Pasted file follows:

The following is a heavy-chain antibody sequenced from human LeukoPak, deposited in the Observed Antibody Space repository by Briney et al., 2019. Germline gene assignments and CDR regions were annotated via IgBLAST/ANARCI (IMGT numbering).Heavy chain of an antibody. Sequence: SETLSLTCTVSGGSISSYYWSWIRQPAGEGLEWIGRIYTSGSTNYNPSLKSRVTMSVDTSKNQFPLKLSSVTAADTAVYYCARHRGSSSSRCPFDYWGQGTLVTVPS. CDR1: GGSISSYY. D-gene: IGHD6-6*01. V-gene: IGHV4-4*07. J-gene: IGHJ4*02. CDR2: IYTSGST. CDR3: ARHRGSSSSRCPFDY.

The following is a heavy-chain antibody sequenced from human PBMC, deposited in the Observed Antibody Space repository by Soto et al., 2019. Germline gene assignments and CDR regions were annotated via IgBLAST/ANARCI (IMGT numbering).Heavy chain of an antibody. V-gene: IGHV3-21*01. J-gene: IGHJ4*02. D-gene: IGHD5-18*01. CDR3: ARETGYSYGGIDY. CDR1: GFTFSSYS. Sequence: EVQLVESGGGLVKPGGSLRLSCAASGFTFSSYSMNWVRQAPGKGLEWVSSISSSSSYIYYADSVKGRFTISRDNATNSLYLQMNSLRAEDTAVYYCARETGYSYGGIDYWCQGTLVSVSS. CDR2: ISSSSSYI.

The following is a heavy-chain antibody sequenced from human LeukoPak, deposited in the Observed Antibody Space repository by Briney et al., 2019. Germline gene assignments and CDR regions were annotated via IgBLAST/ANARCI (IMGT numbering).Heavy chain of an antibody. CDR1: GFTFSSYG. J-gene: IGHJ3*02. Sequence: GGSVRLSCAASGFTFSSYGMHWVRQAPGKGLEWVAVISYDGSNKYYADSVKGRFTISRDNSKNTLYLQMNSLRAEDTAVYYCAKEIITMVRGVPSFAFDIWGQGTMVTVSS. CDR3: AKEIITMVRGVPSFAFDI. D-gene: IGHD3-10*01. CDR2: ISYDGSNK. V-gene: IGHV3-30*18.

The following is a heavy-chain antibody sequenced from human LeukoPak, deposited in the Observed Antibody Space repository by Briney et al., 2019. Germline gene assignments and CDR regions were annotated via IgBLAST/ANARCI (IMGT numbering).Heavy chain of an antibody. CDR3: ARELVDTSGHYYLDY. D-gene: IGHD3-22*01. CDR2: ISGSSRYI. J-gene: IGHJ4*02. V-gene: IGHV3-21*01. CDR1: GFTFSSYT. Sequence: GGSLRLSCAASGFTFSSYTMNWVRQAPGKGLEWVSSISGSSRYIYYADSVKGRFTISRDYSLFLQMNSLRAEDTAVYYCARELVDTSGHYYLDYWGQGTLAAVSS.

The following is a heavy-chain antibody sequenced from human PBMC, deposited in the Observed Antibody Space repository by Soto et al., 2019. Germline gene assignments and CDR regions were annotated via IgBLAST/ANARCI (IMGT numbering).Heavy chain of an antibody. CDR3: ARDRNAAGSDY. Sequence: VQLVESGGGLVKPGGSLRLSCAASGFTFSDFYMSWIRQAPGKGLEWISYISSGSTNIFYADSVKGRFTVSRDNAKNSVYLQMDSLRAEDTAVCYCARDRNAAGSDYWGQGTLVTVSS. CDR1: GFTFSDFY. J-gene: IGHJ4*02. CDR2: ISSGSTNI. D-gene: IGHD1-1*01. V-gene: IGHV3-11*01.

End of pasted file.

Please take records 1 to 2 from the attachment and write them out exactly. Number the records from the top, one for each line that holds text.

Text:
The following is a heavy-chain antibody sequenced from human LeukoPak, deposited in the Observed Antibody Space repository by Briney et al., 2019. Germline gene assignments and CDR regions were annotated via IgBLAST/ANARCI (IMGT numbering).Heavy chain of an antibody. Sequence: SETLSLTCTVSGGSISSYYWSWIRQPAGEGLEWIGRIYTSGSTNYNPSLKSRVTMSVDTSKNQFPLKLSSVTAADTAVYYCARHRGSSSSRCPFDYWGQGTLVTVPS. CDR1: GGSISSYY. D-gene: IGHD6-6*01. V-gene: IGHV4-4*07. J-gene: IGHJ4*02. CDR2: IYTSGST. CDR3: ARHRGSSSSRCPFDY.

The following is a heavy-chain antibody sequenced from human PBMC, deposited in the Observed Antibody Space repository by Soto et al., 2019. Germline gene assignments and CDR regions were annotated via IgBLAST/ANARCI (IMGT numbering).Heavy chain of an antibody. V-gene: IGHV3-21*01. J-gene: IGHJ4*02. D-gene: IGHD5-18*01. CDR3: ARETGYSYGGIDY. CDR1: GFTFSSYS. Sequence: EVQLVESGGGLVKPGGSLRLSCAASGFTFSSYSMNWVRQAPGKGLEWVSSISSSSSYIYYADSVKGRFTISRDNATNSLYLQMNSLRAEDTAVYYCARETGYSYGGIDYWCQGTLVSVSS. CDR2: ISSSSSYI.